Crestwood is asking for a 4.93 mill operating levy which will bring $1.375 million per year to the district for the next five years. School officials suggest the benefits of a tax increase will far outweigh the disadvantages of parents having to pay hundreds of dollars for their children to participate in athletics, and the costs incurred from having to provide transportation to and from school for those living inside a two-mile radius.

More importantly, the Crestwood schools would be able to purchase modern textbooks and instructional materials. The schools would also increase their students’ capability to access technology, and it will keep all-day kindergarten a viable option.

Failure of the levy would result in larger class sizes, decreased custodial services and reduced tutoring and special education funding.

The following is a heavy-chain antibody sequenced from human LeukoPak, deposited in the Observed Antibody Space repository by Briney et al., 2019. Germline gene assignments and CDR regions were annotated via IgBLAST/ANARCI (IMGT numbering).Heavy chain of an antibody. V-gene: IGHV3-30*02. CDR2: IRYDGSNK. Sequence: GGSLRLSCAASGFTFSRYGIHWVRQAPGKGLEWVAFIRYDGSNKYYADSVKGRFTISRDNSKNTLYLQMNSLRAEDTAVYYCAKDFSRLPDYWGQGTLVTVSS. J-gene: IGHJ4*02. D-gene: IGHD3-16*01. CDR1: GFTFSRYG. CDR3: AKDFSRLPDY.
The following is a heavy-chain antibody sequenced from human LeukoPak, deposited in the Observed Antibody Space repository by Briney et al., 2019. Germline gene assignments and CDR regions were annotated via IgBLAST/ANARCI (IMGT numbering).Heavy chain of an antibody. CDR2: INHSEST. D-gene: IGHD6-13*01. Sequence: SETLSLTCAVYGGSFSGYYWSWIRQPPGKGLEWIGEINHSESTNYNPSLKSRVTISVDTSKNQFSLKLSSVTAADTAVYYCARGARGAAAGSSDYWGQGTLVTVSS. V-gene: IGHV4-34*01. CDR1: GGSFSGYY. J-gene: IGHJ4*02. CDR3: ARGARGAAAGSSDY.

The Southeast school district is in even worse shape and is seeking a four-year, 8.9 mill emergency levy that will provide desperately needed services and improvements. Passage of the levy would ensure new textbooks, a top priority according to Paul Wulff, the treasurer for the district. It also would allow the continuance of all-day kindergarten and would eliminate Southeast’s “pay-to-play” policy for athletics. Furthermore, it would eliminate the district’s current $450,000 budget deficit.

If the levy does not pass, however, the state could seize control of the district and would likely cut programs in art, music, industrial arts and other areas. Furthermore, teaching positions would likely be cut, and students would be required to pay for participation in athletics.